Query: Looking for sources about the literary representations of the Jewish grandmother

Lesley Simpson's picture

I am a Phd candiate at York University in Toronto.  I am writing my disseration about Jewish ethical wills and paradigms of memory. I am looking for material that explores the representations of Jewish grandmothers in connection with acts of legacy and culltural transmission. The material could be historical or literary or feminist criticism.  I am working in particular on a Holocuast memoir called Bits and Pieces by Canadian writer Henia Reinhartz, a book dedicated to her grandchildren and am interested in the trajectory of cultural transmission between grandmother and grandchildren. I would be grateful for any assistance on this network


Lesley Simpson

Categories: Query, front page item

Commenting on Lev. 27:1, the Talmud asks:

Why is a grandmother valued at one third, whereas a grandfather at not even a third?
Hezekiah replied, as the saying goes: An old man in the house is a burden in the house, an old woman in the house is a treasure in the house!

(BT Arachin 19a, also cited by Rashi on Lev. Compare with Alpha Beta d'Ben Sira, p. 41, which simply states that an old man is a treasure in the house)

Leor Jacobi

Hi Lesley. I think "A Cross and a Star: Memoirs of a Jewish Girl in Chile" by Marjorie Agosín could be useful.

Paulina Lorca Koch.

One frequently-quoted anecdotal testimony might be relevant: When R. Shlomo Zalman Auerbach, the ultra-Orthodox decisor, was asked about the permissibly of preparing egg salad on the Sabbath, he replied: How do I know it's permitted? Because my grandmother made egg salad on the Sabbath.

- Ed Levin
Lifshitz College

At the beginning of Chap. 7 of Number Our Days, by Barbara Myerhoff, there is a discussion among the elders at the community center about men's and women's Judaism. Rachel describes her grandmother's transmission of Judaism to her granddaughters. It's a beautiful passage.

May I suggest that you look at Paulina Wengeroff's Memoirs of a Grandmother. Her view of her own relation to her children and grandchildren and her approach to cultural continuity, quite prominent in the structure of the book, was far more nuanced than scholars once assumed. See my afterword to Rememberings, the translation by Henny Wenkart (University Press of Maryland, 2000) [https://jewishstudies.umd.edu/publication-series].

My account of my own grandmother's legacy and final benediction to me -- how to use her library -- appears in my piece "Stretto," Perspectives of New Music, Vol. 33, No. 1/2. (Winter - Summer, 1995), pp. 180-190. http://www.jstor.org/stable/833704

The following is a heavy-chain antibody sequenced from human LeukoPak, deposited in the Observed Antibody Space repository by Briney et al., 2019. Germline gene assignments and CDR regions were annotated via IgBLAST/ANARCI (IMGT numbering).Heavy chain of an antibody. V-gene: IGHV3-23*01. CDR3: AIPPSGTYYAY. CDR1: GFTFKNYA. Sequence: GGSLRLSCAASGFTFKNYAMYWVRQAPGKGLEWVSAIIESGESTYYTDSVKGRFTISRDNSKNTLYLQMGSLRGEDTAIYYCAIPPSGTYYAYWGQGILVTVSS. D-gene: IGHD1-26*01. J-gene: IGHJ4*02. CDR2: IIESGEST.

Ronald Robboy

For the question of Lesley Simpson who is looking for sources about the literary representations of the Jewish grandmother, especially in connection with acts of legacy and cultural transmission.

The best, I believe, in this case, would be to find family memoirs that can give you information on specific cases. I will give here two examples in order to clarify to which kind of books I refer:

a. Mothers inherit the option to use a ‘chair’ (=place) in the Ezrat Nashim in the Synagogue from the grandmothers (Kalish [=Kalisz] – Poland) – see:
Israel David Beit-Halevi, Toldot Yehudei Kalish, Tel Aviv 1961, p. 113.

b. Cases in which the Germans in the Second World War have taken from the hands of the Jewish mothers candlesticks [Pamotim] and other valuable Mitzva-objects which they have inherit from their mothers. See for example: Ben Zion Eilon-Barakin, Pinkas Ostraha, Tel Aviv 1960, p. 346 [=Ostroh, Ukraine].

Admiel Kosman
Potsdam University

In the recently published second volume of Dirshuni-Midreshei Nashim (an anthology of Midrashim written by contemporary Israeli women), edited by Tamar Biala and published by Yediot Acharonot, there are several Midrashim involving grandmothers.
The book is just out and you can read about - and order it - here

Certainly worth looking at the complex character of the grandmother in the late Nava Semel's stunning Holocaust fable, AND THE RAT LAUGHED.

From a scan of our Temple library catalog ...

Bubbe Meisehs by Shayneh Maidelehs: An Anthology of Poetry by Jewish Grandaughters About Our Grandmothers by Leslea Newman

There Are Jews in My House by Lara Vapnyar

My Russian Grandmother and Her American Vacuum Cleaner: A Family Memoir by Meir Shalev

A Tale of Love and Darkness by Amos Oz

Prayers for the Living by Alan Cheuse

Passover by David Mamet

Following Lesley Simpson's question and Admiel Kosman's reply: family memoirs are indeed an important source. Grandchildren appear as an important part of the life of Hannah Merton, who kept a diary between 1845-1898, in London. Her grand-daughter preserved this woman's journals, and published some quotes from it in a book about her mother - Hannah Floretta Cohen, Changing Faces, 1937. Cohen's book, however ignores the gifts her grandmother gave them and those that they made for her, the games they played together, holidays spent together, family heirlooms and much more. The grand-daughter made sure her grandmother's journals, letters, photo albums, chairs, and more stayed in the family.
Michele Klein

Avigail Graetz has a novel A Rabbi's Daughter which has a grandmother as a central character. It is her death which triggers the novel.